Renewables are Growing Fast: What’s New?

Paris — If you’re looking for a comprehensive resource for renewable energy installation figures, look no further: The Renewables Global Status report was released last week, and it provides a great snapshot of where and how renewables are being developed around the world.
The report was released by the Renewable Energy Policy Network for the 21st Century, also known as REN21, and it provides an upbeat picture for renewables, despite the murky outlook for the global economy.
The report was originally released in 2005. Since then, solar PV has grown by 60 percent annually, wind by 27 percent, solar hot water by 19 percent, according to the authors. In 2009, renewables made up more than half of investment in global power generation. And that’s with depressed oil and gas prices, lenders being very choosy about projects and individual consumers facing their own financial problems. Total investment in the industry was about $150 billion last year.
Other than the stellar investment figures during a slow year for most other industries, there’s not much surprising in the 2009 report. The industry continues to move along – increasingly in developing countries – driven largely by robust public policy. Where policy lacks, investment does too.
Perhaps the most important trend is the role of China in the global renewable energy market. According to the report, the country produces about 40 precent of solar PV panels, 30 percent of wind turbines and 77 percent of solar hot water systems globally. The Chinese presence will impact investment decisions of companies as they work to compete with “The China Price,” and decide where to locate manufacturing facilities.
Many organizations like the International Energy Agency and the Energy Information Administration put together yearly figures on renewables. But none do it quite as comprehensively and clearly as the REN21 folks do. It’s worth keeping around as a go-to resource for figures on the industry.
Here are some other highlights taken straight from the report about the various renewables sectors:
  • Wind: Trends include new growth in off shore development, the growing popularity of distributed, small- scale grid-connected turbines, and new wind projects in a much wider variety of geographical locations around the world and within countries. Firms continue to increase average turbine sizes and improve technologies, such as with gearless designs.
  • Grid-connected solar PV: The industry has been responding to price declines and rapidly changing market conditions by consolidating, scaling up, and moving into project development. Thin-film PV has experienced a rapidly growing market share in recent years, reaching 25 percent. A growing of number of solar PV plants are so-called “utility- scale” plants 200-kW and larger, which now account for one-quarter of total grid-connected solar PV capacity.
  • Biomass power: Biomass power plants exist in over 50 countries around the world and supply a growing share of electricity. Several European countries are expanding their total share of power from biomass, including Austria (7 per- cent), Finland (20 percent), and Germany (5 percent). Biogas for power generation is also a growing trend in several countries.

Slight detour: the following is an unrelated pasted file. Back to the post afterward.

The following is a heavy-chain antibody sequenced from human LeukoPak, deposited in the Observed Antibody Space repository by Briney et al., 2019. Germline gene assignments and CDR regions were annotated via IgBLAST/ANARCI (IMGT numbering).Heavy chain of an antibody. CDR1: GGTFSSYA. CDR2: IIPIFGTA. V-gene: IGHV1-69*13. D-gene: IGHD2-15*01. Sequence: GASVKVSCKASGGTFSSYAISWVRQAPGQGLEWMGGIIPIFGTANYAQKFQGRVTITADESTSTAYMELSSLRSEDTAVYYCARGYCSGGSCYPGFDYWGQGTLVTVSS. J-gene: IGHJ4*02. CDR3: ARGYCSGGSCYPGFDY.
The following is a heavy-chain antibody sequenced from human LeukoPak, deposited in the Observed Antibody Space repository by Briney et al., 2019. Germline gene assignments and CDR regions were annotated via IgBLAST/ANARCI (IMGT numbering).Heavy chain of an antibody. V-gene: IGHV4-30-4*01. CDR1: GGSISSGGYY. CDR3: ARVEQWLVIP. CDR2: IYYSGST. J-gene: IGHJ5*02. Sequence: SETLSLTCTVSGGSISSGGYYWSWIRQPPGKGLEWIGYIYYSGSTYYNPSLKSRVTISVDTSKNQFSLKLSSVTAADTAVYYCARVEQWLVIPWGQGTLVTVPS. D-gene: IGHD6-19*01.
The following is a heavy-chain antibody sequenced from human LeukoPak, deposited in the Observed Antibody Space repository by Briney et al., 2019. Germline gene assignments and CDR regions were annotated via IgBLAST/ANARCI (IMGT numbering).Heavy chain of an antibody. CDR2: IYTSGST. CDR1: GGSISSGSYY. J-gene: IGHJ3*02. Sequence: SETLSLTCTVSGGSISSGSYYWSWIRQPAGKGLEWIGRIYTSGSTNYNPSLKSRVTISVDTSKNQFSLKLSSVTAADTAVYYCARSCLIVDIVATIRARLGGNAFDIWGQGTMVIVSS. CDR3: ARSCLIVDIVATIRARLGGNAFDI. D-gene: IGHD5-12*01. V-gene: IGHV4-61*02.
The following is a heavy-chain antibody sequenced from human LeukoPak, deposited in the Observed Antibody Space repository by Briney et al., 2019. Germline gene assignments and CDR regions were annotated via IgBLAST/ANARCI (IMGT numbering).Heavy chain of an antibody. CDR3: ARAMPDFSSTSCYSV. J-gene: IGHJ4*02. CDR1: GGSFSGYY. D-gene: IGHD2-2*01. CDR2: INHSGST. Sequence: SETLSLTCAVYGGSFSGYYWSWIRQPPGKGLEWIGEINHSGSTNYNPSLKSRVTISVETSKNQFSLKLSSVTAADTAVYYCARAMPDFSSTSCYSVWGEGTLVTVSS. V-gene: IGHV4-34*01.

• Geothermal power: Geothermal power plants now exist in 19 countries, and new plants continue to be commissioned annually—for example in Indonesia, Italy, Turkey, and the United States in 2009.
  • Concentrating solar thermal power (CSP): CSP emerged as a significant new power source during 2006–2010, after initial stalled development some two decades earlier. By early 2010, 0.7 GW of CSP was in operation, all in the U.S. Southwest and Spain, with construction or planning under way for much more capacity in many more countries.
  • Solar hot water/heating: China continues to dominate the world market for solar hot water collectors, with some 70 percent of the existing global capacity. Europe is a distant second with 12 percent. Virtually all installations in China are for hot water only. But there is a trend in Europe toward larger “combi” systems that provide both water and space heating; such systems now account for half of the annual market.
  • Biomass and geothermal heating: Biomass heating markets are expanding steadily, particularly in Europe. Trends include growing use of solid biomass pellets, use of biomass in building-scale or community-scale combined-heat- and-power plants (CHP), and use of biomass for centralized district heating systems. Use of geothermal direct-use heat plants and ground-source heat pumps is also growing. Globally, there exists some 500 gigawatts-thermal (GWth) of heating capacity from biomass (270 GWth), solar (170 GWth), and geothermal (60 Gwth).
  • Biofuels: Corn ethanol, sugar ethanol, and biodiesel are the primary biofuels markets, although others like biogas for transport and other forms of ethanol are also significant. Corn accounts for more than half of global ethanol production, and sugar cane for more than one-third. The United States and Brazil accounted for almost 90 percent of global ethanol production. The second-generation biofuels industry has seen many research and pilot-production plants commissioned, most with some form of partial public funding.
Although wind and solar are clearly scaling up the fastest, the REN21 report shows that the other industries are making some good gains as well.

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